Estate agents having a hard time of it - a nation weeps
Seriously, how much sympathy is it possible to muster up for estate agents? These businesses made millions during the housing boom; hundreds of houses on the books and thousands of buyers desperate to climb onto or up the property ladder. Demand outstripped supply, customer service sank through the floor, and estate agents raped and pillaged their way through the market and made a fortune fit for burying on a treasure island.
Now the tables have turned, and once where smugs of offices sprung up in glee, now there are but empty window fronts, pining for the days when hopeful punters would stare through them and cry at the price of a walk-in cupboard in Ealing.
Yes, with Barclays offering doomsday predictions of houses dropping from their peak value by up to 30% next year, the findings of the National Association of Estate Agents come as no surprise whatsoever. Based on activity in November, estate agents are now selling just six properties a month, while the number of properties on agents' books has dropped to 87.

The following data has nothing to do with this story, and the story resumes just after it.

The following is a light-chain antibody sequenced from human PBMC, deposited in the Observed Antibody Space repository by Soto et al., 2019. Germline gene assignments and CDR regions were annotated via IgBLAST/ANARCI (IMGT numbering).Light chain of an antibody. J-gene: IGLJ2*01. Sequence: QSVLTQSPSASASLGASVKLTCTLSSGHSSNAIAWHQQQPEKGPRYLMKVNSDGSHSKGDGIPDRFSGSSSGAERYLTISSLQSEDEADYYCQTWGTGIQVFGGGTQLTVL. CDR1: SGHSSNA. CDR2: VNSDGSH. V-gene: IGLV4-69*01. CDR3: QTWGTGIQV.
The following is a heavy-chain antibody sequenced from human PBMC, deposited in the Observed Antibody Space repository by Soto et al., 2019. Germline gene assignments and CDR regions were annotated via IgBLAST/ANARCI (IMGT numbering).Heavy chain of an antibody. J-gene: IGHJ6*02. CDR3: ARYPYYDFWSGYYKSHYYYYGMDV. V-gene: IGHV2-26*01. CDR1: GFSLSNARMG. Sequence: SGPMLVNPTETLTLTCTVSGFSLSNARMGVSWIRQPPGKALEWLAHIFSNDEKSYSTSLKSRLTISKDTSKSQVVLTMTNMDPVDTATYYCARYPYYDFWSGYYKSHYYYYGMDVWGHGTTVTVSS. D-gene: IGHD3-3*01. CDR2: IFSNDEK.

The average number of house hunters per office fell by 5.1 per cent from October to 186. The NAEA claimed this fall was typical of a traditional pre-Christmas lull, but the total number of house hunters was down 35.9 per cent on a year ago.
The average flat is now worth £114,288, a terraced house is going for £149,589. Semi-detached and detached homes are being sold for £192,042 and £287,922 respectively. Will this see those cash-rich folk starting to snap up cheap bargains and repossessed homes? We suspect so; plenty of people with money in the bank have been waiting patiently for the explosion in house prices to blow itself out. Now that prices are falling, and throw in the fact that banks currently aren't keen to lend, there's sure be be a surge in demand for rented properties.
And so the rich get richer and the poor get poorer. And estate agents get served a slab of stale humble pie, shortly after receiving a bloody good hiding. One out of three ain't bad.